Inflation down on technicality, but food prices rise says govt statistics office

Inflation in Sri Lanka 6.8 percent in January



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Sri Lanka’s headline inflation, the rate at which prices increase, as measured by the Colombo Consumers’ Price Index (CCPI), fell marginally to 6.8 percent in January 2011 from 6.9 percent in December, but this is due to a technicality called the base effect in statics, but prices, especially food prices, continued to increase.


"The rate of inflation as measured by the CCPI on a Year on Year basis decreased to 6.8 percent further in January 2011 from 6.9 percent recorded in December 2010, due to the high base prevalence in January 2010," the Department of Census and Statistics said yesterday (31).


"Sri Lanka’s 12 month moving Average inflation as measured by the CCPI settled in the month of January at a single digit figure of 6.0 percent for the eighteenth consecutive time since August 2009," the department said.


The 12 month moving average has risen continuously since reaching 3.1 percent in January 2010.


"On a year to year basis, the highest contribution to the overall increase of around 78 per cent came from food commodities which increased by 5 percent in January 2011. The combined effects of both domestically produced and imported food commodities contributed to the increase in the food sub index," the government statistic office said.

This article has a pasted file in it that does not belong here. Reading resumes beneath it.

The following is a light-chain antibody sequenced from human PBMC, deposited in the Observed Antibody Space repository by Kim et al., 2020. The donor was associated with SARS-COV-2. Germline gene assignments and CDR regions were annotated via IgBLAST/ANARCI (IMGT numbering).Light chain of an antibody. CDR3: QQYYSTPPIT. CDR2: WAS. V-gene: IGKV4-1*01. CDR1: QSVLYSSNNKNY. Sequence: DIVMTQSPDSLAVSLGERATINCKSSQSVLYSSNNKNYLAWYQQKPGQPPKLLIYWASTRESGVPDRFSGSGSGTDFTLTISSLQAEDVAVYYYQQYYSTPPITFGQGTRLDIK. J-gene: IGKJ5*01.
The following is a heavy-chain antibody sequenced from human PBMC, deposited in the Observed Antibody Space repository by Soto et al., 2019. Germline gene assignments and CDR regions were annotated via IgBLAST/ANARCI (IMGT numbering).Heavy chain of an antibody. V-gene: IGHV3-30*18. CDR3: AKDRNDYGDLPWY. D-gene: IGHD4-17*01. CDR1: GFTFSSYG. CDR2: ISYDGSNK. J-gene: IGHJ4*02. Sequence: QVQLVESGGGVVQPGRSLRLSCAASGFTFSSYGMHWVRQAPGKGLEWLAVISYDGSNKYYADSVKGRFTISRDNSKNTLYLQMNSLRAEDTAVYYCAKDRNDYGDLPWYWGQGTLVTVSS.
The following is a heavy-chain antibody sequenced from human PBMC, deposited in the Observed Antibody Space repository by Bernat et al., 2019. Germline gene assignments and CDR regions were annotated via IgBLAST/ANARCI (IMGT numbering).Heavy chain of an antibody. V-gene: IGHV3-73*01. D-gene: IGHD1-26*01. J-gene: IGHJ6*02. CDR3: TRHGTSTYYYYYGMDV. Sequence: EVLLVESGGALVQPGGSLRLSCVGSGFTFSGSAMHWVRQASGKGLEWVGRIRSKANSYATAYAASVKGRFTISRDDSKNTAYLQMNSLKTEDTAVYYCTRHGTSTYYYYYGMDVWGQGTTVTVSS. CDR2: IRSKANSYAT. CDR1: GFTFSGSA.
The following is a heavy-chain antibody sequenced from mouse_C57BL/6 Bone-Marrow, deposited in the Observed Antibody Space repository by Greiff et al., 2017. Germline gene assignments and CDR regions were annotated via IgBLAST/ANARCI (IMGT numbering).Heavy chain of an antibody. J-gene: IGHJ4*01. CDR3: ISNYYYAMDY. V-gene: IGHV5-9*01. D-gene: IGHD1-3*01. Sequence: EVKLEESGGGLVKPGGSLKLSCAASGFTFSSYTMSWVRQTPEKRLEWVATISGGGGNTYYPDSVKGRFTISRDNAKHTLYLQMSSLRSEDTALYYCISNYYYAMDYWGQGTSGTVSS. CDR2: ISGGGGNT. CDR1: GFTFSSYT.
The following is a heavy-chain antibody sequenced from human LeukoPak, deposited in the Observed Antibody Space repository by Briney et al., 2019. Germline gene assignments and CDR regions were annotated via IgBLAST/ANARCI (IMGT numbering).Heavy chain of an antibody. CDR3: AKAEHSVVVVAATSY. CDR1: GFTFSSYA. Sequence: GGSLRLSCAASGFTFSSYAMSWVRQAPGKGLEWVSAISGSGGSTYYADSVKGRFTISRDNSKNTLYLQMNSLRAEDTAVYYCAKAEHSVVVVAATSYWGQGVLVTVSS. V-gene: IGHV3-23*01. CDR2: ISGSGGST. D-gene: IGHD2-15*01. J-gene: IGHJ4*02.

"Among the food commodities, vegetables, coconut and coconut oil which have significant weights in the CCPI basket recorded price increases on a year to year basis. Under the non-food category, the prices of gas rose by 8 percent while Petrol, Diesel and Kerosene Oil remained unchanged," the department said.


On a month-to-month basis, food items experienced increases in prices such as most varieties of vegetables, fish and sea food, red onions, green chillies and coconut due to bad weather conditions in the island and less supply to Colombo from main producing areas. However, rice prices have decreased due to more supply from main producing areas during the month of January 2011. On an average, expenditure value on items in food group increased by Rs. 442.20," the statistics office said.


With floods affecting the North and East in January, food prices are expected to increase further and its affects on the index would be seen in the months ahead, but market analysts, like the Central Bank, are confident this phenomenon would be temporary. However, the main concern these days remain as to how global commodity prices move.


The government has already moved to cut import duties on petrol and milk powder so that domestic prices could be maintained as they are. Petrol prices usually has no bearing on other domestic prices such as food, but the move to reduce its import tax was to avoid strain on the heavily subsidised diesel, widely used for transportation purposes.


Meanwhile, the Central Bank has said there was no need to tighten monetary policy rates at this stage based on inflationary pressures brought upon by the flooding. It fact, the Central Bank said there was room for more private sector credit growth without causing the economy to overheat.


The Central Bank and International Monetary Fund (IMF) believe, as highlighted previously in The Island Financial Review, there is room for interest rates to fall further in the medium term. However, rising global commodity prices could change this stance.


The Central Bank said it was committed to maintaining inflation within single digit levels, and with the government’s fiscal performance showing signs of improving this may be possible. However, as inflation means the rate at which prices increase, people continue to feel the burden of the rising cost of living.


 
 
 
 
 
 
 
 
 
 
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